A few weeks ago we talked about the rules surrounding the definition of “exempt employees.” One of the rules was the minimum pay required to consider someone as “salaried exempt.” Previously it was a set at $35,568 per year (or $684 per week). If you read that number and were a little surprised at how low it is, you’re not alone…we were, too, the first time we saw it. But while that number does read low, many salaried exempt employees are in roles like outside sales where there is the potential to make tens of thousands more in commissions.
Recently, the Department of Labor has proposed updating and revising the regulations issued under the Fair Labor Standards Act. This is the law that governs the exemptions from minimum wage and overtime pay requirements for executive, administrative, professional, outside sales, and computer employees. One of the most significant proposed changes is to increase the standard salary level to the “35th percentile of weekly earnings of full-time salaried workers in the lowest-wage Census Region (currently the South)—$1,059 per week ($55,068 annually for a full-year worker)—and increasing the highly compensated employee total annual compensation threshold to the annualized weekly earnings of the 85th percentile of full-time salaried workers nationally ($143,988).”
The rule change was submitted to the Federal Register in early September and there is a 60 day comment period when the public do so, although from past experience, it is unlikely to change anything.
It is estimated that this proposed salary threshold change will result in as many as 3.4 million workers either becoming eligible for overtime or receiving pay increases in order to remain in the exempt status.
Currently the regulations allow for employers to use non-discretionary bonuses and incentives, including commissions, in an amount up to 10 percent of the standard or special salary level for exemptions.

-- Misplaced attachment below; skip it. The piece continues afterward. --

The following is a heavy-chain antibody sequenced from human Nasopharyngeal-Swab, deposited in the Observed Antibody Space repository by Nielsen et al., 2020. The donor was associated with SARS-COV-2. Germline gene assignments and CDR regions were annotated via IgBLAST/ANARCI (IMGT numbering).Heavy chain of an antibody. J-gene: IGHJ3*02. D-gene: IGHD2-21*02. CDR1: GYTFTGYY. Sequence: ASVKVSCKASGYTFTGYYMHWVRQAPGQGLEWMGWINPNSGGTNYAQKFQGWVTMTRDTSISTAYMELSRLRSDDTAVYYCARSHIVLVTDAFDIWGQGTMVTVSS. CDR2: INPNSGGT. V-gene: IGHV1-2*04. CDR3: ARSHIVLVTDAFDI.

The Highly Compensated Employee threshold is also increasing, from $107,432 per year to $143,988 per year, and $1,059 of that must be paid weekly as “salary.” This proposed amount uses the 85th percentile of full-time salaried workers nationwide.
At this time, special salary levels are used for some U.S. territories. The proposed rule would bring all territories except American Samoa in line with the regular national rules. American Samoa would keep its special rate until minimum wage reaches the federal minimum.
If this rule does take effect, it will no doubt be challenged in court…and could be thrown out, as Obama’s 2016 overtime rule was shortly before it was to take effect. The Trump administration instituted a new rule in January 2020 and it is currently being challenged.
The Department of Labor has also proposed to make automatic updates to the salary thresholds every three years, so this is unlikely to be a one-time thing.
What Should You Do?
The first thing you should do is review the salary ranges within your organization that are currently in the exempt category. Some of them may meet the new threshold and some will not. You will need to decide what to do about those that do not.
You can reclassify employees as non-exempt, but if you do so, consider alternate means of compensation and incentives to counter the employees’ loss of exempt status.
If you do not already track hours in your company, and you have employees that are shifting to non-exempt status, it’s time to start doing so. Make sure your hourly tracking is easy to use—so the employees will pick up on it quickly—and accurate—as a way to protect your organization in the event of an audit.
If you have more questions on this, reach out and give us a call at 423-207-2497.